September is Self-Care Awareness Month. Cue all the thoughts of you wearing a white robe while getting a pedicure or sitting back with cucumbers covering your eyes as someone massages your hands. Picture all of those social media-worthy moments. Now, erase those images and consider all of the other ways you can show yourself a little love each and every day.
According to pharmacist and self-care strategist Alisha Reed, PharmD, there are six types of self-care and only one of them involves a spa day.
“Most people think that self-care has to be a spa day or a massage or a manicure, but there are several types of self-care,” Reed told Blavity. “As a pharmacist, I really like to let my patients know that self-care is really proactive care. It’s taking the steps to manage and maintain your health, and not just physical health, but mental and spiritual health. So, these are things that you can do to preserve your overall health.”
Reed gave Blavity a play-by-play on the different forms of self-care, how you can honor yourself on a budget and the dangers of not practicing self-care.
Physical: It's more than just working out
While physical self-care indeed focuses on the body, it’s not just exercising.
“Most people immediately think of exercise because it’s physical, but physical self-care can be your skincare routine,” Reed said. “It really can just be the act of making sure that your skin is healthy.”
Another example of physical self-care is getting enough sleep.
“Physical self-care is really about doing all the things for your body,” Reed said. “So that can involve proper sleep, sleeping seven to eight hours a night. I know it’s hard for people, but that’s an example of physical self-care.”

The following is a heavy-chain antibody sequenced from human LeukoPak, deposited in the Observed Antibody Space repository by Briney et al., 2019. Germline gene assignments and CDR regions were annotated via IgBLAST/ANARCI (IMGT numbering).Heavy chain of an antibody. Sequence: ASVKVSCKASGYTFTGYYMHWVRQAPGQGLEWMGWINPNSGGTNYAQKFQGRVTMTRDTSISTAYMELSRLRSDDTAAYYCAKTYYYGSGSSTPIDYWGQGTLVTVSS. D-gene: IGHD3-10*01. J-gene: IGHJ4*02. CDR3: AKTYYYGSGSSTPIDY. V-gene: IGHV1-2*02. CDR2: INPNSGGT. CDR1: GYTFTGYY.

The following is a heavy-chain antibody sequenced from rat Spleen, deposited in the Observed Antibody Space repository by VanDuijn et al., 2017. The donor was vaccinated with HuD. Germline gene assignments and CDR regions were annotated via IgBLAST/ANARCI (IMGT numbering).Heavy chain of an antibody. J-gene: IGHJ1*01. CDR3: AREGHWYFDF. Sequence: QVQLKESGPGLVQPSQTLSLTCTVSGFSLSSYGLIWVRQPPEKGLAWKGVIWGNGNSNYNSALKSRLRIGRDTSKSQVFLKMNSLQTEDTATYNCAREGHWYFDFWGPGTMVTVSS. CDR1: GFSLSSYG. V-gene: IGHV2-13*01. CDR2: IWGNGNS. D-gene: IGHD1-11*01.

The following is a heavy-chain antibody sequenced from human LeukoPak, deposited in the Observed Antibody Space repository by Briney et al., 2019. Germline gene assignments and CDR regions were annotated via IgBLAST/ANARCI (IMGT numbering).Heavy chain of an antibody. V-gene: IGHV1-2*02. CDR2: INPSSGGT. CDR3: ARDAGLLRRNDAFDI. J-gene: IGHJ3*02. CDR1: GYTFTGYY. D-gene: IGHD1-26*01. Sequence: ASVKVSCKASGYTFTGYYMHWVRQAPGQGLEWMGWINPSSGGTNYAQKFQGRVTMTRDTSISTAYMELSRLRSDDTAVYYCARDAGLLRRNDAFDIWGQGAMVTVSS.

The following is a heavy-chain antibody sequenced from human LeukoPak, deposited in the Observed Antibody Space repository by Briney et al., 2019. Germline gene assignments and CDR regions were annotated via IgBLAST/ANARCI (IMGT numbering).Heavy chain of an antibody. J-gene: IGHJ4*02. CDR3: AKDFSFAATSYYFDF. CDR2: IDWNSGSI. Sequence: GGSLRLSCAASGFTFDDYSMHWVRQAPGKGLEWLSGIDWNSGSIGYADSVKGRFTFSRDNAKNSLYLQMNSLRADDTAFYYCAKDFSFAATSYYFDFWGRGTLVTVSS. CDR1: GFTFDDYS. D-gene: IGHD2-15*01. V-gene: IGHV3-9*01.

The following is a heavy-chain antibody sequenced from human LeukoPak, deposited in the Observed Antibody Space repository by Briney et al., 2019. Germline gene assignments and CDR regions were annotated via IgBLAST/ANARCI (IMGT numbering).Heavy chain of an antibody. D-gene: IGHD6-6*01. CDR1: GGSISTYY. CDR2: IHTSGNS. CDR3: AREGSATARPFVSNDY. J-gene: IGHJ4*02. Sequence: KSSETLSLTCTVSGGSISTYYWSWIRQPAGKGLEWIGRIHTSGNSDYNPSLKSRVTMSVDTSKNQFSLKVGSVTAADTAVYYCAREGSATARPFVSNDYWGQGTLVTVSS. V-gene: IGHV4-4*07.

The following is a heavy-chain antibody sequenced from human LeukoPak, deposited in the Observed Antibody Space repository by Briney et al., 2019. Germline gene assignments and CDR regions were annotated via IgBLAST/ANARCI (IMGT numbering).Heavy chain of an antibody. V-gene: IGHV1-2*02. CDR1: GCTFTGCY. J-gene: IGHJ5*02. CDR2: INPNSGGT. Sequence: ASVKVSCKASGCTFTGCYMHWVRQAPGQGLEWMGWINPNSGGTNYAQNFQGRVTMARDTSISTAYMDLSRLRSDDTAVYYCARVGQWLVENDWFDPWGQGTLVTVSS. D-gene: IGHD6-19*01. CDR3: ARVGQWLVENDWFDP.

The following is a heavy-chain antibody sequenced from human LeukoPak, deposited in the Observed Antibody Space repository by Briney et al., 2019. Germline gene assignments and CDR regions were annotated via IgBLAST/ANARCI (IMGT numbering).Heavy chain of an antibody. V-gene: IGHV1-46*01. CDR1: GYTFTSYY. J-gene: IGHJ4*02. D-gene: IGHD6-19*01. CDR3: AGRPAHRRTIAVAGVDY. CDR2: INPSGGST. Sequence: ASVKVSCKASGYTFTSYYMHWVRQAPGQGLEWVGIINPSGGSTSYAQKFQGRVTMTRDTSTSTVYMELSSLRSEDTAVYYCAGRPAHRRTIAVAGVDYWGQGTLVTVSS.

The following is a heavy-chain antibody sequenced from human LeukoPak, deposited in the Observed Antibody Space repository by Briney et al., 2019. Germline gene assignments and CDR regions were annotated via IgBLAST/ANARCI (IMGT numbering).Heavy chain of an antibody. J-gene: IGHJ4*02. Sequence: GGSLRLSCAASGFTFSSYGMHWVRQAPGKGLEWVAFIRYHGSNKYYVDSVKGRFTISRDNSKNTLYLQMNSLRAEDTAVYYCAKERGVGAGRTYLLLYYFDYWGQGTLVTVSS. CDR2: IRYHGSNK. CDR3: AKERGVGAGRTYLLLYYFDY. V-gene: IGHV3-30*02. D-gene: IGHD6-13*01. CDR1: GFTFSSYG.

Of course, the spa day is under this form of self-care, but it doesn’t have to break the bank.
“People think it’s expensive because they are looking at the wrong things for self-care,” Reed said. “You’re looking at an extravagant spa day. Most people cannot spend $400 to go to the spa, but what you can do is take $25 and go purchase the things to have an at-home spa day.”
Physical self-care, Reed said, is really just making sure that you’re taking care of your body.
“Eating healthy is nurturing your body,” she said. “So those are all of the examples of physical self-care outside of just running in the park or taking a walk.”
Mental: Self-care Sunday, but like, every day, though
Self-care really took center stage amid the COVID-19 pandemic. According to Reed, it’s become a buzzword by way of the pandemic. While phrases like Self-Care Sunday are in these days, self-care is a daily thing.
“We should really be focusing on what self-care means and how we can practice self-care every day,” Reed said. “I think what’s really important is focusing on the fact that self-care is something that can be incorporated into your lifestyle. You don’t have to wait until a Sunday to practice self-care, to use the hashtag.”
Enter mental self-care.
“Mental self-care is stimulating your brain, so that involves activities such as reading a book, doing crossword puzzles, going to art galleries, going to plays, doing all those things that engage and stimulate your mind.”
Cognitive exercises also preserve your memory.
“It also allows you to expand on your knowledge and know about things that are going on in the world – it’s real brain development,” Reed said.
Learning something new is one example of mental self-care.
“Like a lot of people, I have the word of the day. It may sound corny, but it’ll just be a new word every day, just something that you can add to your vocabulary,” she said.
Emotional: Laughing and crying are essential
Expressing your emotions is essential to your overall well-being.
“Most people think that this means going to see a therapist,” Reed said. “While that is actually one of the ways to practice emotional self-care, it is also about checking in with yourself and your feelings.”